Now, Can-Do Real Food can’t be all things to all people with diet concerns, but one issue I am trying to address is to bring food that is healthy to eat to more people in the region. And one concern where I sympathize is to try to avoid GMOs. That means we needed to find organic corn tortillas and my store did not have any. Now, there are some available and perhaps even in my town at another market, so we will explore that if the recipe is one we want to pursue. Meanwhile, I think we can proceed.IMG_0595

 

Playing With The Food

Yes, we play with our food. This is the test kitchen and that is what we need to do so in the summer we can use our time to produce all the new yummies and the crops get harvested.

Imagine, if you will, 50 baggies of various dried fruits and vegetables from the 2015 harvest. They need to be analyzed for various recipes to be processed for your epicurean delight this summer and beyond.

Today, Jana, Graham and I played worked diligently combining dehydrated fruits to make a snack mix. We decided we will offer two different mixes. One will include all those luscious berries that ripen early in the season: strawberries, raspberries, marionberries, and then the blueberries and the blackberries. We’ll call that mix Berry Local. The other mix will include apples, pears, peaches, hunks of fruit leather made from our raspberry-lemongrass syrup fruits after they are pressed and others made from grapes after they are pressed. Also added some roasted pumpkin seeds to that one. That medley will be the Taste of Sunshine, a way you can enjoy summer all year long.

Jana tastes the fruit to determine its sweetness level.
Jana tastes the fruit to determine its sweetness level.

Those combos were easy and needed nothing much more than careful mixing in a ratio that enhances the sweet while providing a snack without added sugar that can also be used for baking muffins or in breakfast cereal or smoothies or even on ice cream.

Taste of Sunshine will remind you of summer during the winter when you can enjoy this snack.
Taste of Sunshine will remind you of summer during the winter when you can enjoy this snack.

 

Then we turned to the vegetables. I dried quite a bit last summer for this test kitchen phase: carrots, zucchini, tomatoes, beets and celery. (We decided not to include the celery but that will make it into the soup mixes, so more on that later.)  Carefully weighing each veggie we tried to balance the mixture not only for the wonderful colors but the strength of flavor.  Zucchini, for example, is a mild veggie, so it can be added in more bulk to provide more mouth chewiness. Beets, on the other hand, are very sweet and need to be added in a small quantity.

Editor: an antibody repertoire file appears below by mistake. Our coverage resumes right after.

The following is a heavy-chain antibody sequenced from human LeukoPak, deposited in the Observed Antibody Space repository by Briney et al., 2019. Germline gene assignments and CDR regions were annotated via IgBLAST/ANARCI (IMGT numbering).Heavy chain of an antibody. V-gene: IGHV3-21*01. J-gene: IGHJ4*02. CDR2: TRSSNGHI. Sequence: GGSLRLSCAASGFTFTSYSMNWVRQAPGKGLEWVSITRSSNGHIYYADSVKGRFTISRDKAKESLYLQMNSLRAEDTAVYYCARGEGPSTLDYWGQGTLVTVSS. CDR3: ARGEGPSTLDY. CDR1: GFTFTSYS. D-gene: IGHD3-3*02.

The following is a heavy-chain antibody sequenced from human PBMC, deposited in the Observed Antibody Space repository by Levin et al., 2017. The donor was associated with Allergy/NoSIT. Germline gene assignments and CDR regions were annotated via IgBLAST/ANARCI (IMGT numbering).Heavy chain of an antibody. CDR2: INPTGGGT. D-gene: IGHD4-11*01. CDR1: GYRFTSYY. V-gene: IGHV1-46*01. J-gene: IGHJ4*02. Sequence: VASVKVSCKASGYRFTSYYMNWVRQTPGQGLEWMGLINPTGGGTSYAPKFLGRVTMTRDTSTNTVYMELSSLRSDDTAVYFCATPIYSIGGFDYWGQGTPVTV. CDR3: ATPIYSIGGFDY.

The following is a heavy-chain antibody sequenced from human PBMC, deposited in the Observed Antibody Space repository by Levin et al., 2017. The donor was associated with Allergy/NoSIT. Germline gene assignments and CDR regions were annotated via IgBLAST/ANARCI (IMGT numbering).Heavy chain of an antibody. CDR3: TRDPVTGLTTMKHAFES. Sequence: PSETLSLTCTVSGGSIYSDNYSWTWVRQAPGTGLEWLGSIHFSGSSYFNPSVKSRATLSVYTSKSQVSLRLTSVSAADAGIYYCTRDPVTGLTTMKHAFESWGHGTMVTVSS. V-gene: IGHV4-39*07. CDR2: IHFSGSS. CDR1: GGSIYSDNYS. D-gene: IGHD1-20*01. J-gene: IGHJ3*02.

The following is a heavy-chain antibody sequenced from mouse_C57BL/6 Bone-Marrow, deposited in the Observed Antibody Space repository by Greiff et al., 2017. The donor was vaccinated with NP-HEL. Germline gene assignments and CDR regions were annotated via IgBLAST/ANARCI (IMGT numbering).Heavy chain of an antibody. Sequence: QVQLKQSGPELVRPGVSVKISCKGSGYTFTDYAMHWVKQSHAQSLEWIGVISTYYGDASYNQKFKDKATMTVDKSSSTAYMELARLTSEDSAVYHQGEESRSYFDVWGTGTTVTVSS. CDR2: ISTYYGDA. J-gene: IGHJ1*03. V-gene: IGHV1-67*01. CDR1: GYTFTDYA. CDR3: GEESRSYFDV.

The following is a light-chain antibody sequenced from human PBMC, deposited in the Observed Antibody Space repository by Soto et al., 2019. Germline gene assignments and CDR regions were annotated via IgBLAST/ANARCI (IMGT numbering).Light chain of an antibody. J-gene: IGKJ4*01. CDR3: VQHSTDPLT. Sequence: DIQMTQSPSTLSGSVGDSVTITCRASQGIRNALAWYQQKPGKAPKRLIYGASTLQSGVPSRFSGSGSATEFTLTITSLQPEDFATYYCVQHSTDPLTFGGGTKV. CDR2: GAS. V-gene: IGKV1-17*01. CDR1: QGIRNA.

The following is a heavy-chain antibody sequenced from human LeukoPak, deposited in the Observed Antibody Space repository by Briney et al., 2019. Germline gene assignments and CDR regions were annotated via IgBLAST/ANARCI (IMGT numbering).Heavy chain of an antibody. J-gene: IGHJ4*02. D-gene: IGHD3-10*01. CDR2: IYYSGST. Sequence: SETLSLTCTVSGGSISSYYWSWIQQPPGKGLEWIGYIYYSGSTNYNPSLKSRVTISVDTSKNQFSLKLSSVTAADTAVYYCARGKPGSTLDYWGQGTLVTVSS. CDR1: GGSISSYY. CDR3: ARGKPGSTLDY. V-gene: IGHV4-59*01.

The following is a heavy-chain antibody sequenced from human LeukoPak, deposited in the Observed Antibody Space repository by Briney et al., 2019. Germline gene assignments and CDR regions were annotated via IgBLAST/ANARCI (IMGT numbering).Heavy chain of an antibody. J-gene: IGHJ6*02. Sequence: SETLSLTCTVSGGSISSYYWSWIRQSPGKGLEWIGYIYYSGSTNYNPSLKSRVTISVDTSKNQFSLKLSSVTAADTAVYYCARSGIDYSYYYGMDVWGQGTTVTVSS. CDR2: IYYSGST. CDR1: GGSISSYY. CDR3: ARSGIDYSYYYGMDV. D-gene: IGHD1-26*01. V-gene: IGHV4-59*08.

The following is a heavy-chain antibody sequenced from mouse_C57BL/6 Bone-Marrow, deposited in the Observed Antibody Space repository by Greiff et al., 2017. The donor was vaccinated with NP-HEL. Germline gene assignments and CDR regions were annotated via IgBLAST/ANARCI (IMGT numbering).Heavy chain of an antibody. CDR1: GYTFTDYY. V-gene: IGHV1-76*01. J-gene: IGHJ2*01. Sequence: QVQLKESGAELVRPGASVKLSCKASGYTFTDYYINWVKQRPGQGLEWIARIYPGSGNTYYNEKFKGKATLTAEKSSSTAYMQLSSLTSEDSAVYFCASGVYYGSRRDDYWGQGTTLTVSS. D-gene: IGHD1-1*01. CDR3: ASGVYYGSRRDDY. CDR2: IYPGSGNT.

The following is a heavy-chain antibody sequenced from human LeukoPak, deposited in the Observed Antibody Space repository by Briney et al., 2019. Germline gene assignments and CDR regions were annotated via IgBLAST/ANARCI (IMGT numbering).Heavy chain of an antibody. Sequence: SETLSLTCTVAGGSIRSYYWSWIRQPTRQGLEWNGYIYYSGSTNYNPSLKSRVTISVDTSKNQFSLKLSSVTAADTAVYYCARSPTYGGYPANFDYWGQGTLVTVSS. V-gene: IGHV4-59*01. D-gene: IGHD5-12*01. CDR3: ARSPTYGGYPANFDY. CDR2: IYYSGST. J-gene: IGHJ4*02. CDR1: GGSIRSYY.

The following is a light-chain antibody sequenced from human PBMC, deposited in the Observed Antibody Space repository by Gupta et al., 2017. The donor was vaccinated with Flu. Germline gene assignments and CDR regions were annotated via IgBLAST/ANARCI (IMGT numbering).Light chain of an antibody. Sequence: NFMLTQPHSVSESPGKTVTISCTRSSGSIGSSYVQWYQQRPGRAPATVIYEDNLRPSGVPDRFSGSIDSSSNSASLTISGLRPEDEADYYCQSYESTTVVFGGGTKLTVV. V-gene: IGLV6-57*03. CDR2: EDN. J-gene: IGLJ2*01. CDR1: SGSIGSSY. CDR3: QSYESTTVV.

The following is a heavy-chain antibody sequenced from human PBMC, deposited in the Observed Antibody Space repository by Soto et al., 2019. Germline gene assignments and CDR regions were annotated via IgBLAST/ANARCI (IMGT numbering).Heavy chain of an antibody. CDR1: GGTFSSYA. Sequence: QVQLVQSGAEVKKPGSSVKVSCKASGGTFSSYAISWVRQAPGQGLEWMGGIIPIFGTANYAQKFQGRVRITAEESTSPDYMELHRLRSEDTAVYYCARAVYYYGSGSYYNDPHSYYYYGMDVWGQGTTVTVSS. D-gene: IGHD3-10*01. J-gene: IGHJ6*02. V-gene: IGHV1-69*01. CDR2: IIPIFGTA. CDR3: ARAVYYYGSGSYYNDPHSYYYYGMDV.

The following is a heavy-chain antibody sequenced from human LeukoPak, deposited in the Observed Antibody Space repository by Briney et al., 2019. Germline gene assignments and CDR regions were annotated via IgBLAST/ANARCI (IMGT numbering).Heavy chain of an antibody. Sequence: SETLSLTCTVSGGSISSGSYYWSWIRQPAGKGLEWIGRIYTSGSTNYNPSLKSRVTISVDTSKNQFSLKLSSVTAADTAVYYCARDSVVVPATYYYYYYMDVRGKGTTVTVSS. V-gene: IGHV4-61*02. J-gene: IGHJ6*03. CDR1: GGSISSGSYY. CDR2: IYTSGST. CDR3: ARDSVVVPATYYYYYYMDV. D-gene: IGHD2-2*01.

Weighing the various veggies helped us balance the flavors.
Weighing the various veggies helped us balance the flavors.

We then decide to enhance the veggie blends with spice and herb mixes. I had been given samples of about 10 different kinds of spice mixes when I attended the Fancy Food show in San Francisco in January.  We narrowed it down to two: one with citrus notes of lemon and the other with a bit more tangy spice that hints at a bit of warmth without being hot. We think you’ll like it.

The hardest part, narrowing down the spicy/herby mixes. I think we found two winners.
The hardest part, narrowing down the spicy/herby mixes. I think we found two winners.

Now you just have to wait until the summer harvest for these mixes to start being offered.  They will be great for snacking at home, at work, or on a hike or camping.

 

Excitement is Building!!

So many things are coming together!!!

A friend in a nearby town let me know there was a specialty food store going to open there soon. I contacted the owner and as we chatted, not only did I explain about Can-Do Real Food and we found our missions to be compatible, but I was also able to provide her some information about local farms to contact based on the people I have met and work I have done since I got to Oregon two and a half years ago. Today she called and placed an order for some of our products to be in the shop!! This is my first “in a store” situation and also, being in another town, will extend the marketing zone of my products!  More information later as that shop gets closer to opening in a few weeks.

This past Monday evening we drove into Portland to attend FIX, the Food Ingredient eXpo.  Since then we have been receiving samples of items we believed might enhance our products. These, for example, are frozen herbs.  frozen herbs

While we use fresh herbs as much as possible, even our organic farmer at Bethel Springs Farm does not have enough basil for our most popular item, the Loaded Pasta Sauce. Last summer we supplemented with dried herbs but we know fresh still has volatile oils that dry up in the dehydration process. This option to use frozen herbs just may be a great way to keep the quality up up up.